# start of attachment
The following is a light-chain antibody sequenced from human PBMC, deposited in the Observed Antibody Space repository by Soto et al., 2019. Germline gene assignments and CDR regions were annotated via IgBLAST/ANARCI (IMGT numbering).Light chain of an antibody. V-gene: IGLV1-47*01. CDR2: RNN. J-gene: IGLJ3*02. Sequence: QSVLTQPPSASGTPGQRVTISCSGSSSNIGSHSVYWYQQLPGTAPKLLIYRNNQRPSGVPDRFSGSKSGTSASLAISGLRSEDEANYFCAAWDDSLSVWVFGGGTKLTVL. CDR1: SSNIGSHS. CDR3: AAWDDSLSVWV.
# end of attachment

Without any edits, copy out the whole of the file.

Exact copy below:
The following is a light-chain antibody sequenced from human PBMC, deposited in the Observed Antibody Space repository by Soto et al., 2019. Germline gene assignments and CDR regions were annotated via IgBLAST/ANARCI (IMGT numbering).Light chain of an antibody. V-gene: IGLV1-47*01. CDR2: RNN. J-gene: IGLJ3*02. Sequence: QSVLTQPPSASGTPGQRVTISCSGSSSNIGSHSVYWYQQLPGTAPKLLIYRNNQRPSGVPDRFSGSKSGTSASLAISGLRSEDEANYFCAAWDDSLSVWVFGGGTKLTVL. CDR1: SSNIGSHS. CDR3: AAWDDSLSVWV.